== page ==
In a work place environment where we are inundated with instant information and countless opportunities, Smith's goal setting structure helps to focus on what outcomes will really matter to your organization, your customer, your team members and you. He argues that “performance begins with focusing on outcomes instead of actions” and suggests that far too many of us fill our work days with meetings, clearing out our email inboxes and checking off activity based To Do lists that may have only peripheral relevance to achieving meaningful metric-based outcomes.
A very helpful chapter in the book is called “Pick Relevant Metrics” that helps you to select the right measures to ensure success. He makes the point, for example that goals need to be outcome — based or: SMART: Specific, Measurable, Achievable, Relevant and Time Bound.
Although this is primarily a business book, the principles of focus and accountability can apply to any type of project management and to personal goal achievement, as well.
Actions for Results:
Tips and Tools for Achieving Successful Resolutions and Goals
§ Establish a Goal Vision — This represents the ultimate outcome you want to achieve. Literally find or draw a picture that best describes yourself having achieved your goal, whether it's becoming number 1 in your market (business) or losing weight.
§ Establish your Measures of Success. — The NBC Today Show weatherman is going to lose 20 pounds in 3 months. A magazine publisher sets a goal of X# of ad pages at net revenue per page.
§ Identify the Major Strategies that would enable you to achieve that goal — For weight loss you would probably put in both a nutrition, and an exercise strategy.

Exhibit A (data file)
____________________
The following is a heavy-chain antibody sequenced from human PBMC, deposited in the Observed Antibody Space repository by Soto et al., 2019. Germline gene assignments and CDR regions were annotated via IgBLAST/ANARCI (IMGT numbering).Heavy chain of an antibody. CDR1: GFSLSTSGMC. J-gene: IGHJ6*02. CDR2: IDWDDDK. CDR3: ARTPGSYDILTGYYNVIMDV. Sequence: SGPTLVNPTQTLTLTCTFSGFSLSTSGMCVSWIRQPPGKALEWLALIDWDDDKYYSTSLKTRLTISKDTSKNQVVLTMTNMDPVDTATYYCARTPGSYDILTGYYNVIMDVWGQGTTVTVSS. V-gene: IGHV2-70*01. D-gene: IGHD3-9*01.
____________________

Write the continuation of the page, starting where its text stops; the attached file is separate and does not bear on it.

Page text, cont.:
§ Use your Calendar, to program your success — This will help you ensure that you make progress each day (for a habit) or each week (for a project).
§ Celebrate Success! — Every 21 days review the progress that you've made and give yourself some form of reward for even baby steps taken.
EquiPro Solutions and Learning Products
EquiPro's mission is to inspire and guide leaders, teams and organizations to solutions that will enable them to achieve their best results and their highest potential. We believe that your best results in the future begin with being honest with yourself and others about the reality you are facing today.
If you want to engage your team in a goal-setting exercise for 2006 we have developed, as part of The World Class Teams Series™, the Team Goal Development and Alignment. Program. A one day session to ensure that everyone on your team has a clear view of what they will be working to accomplish over the next year. In addition, we have a new program called “Reach for Your Goals”™, aimed at helping individuals to achieve work-life balance by planning for and achieving their “Goals for Life”.
“Frequently, the difference between success and failure is the resolve to stick to your plan long enough to win.”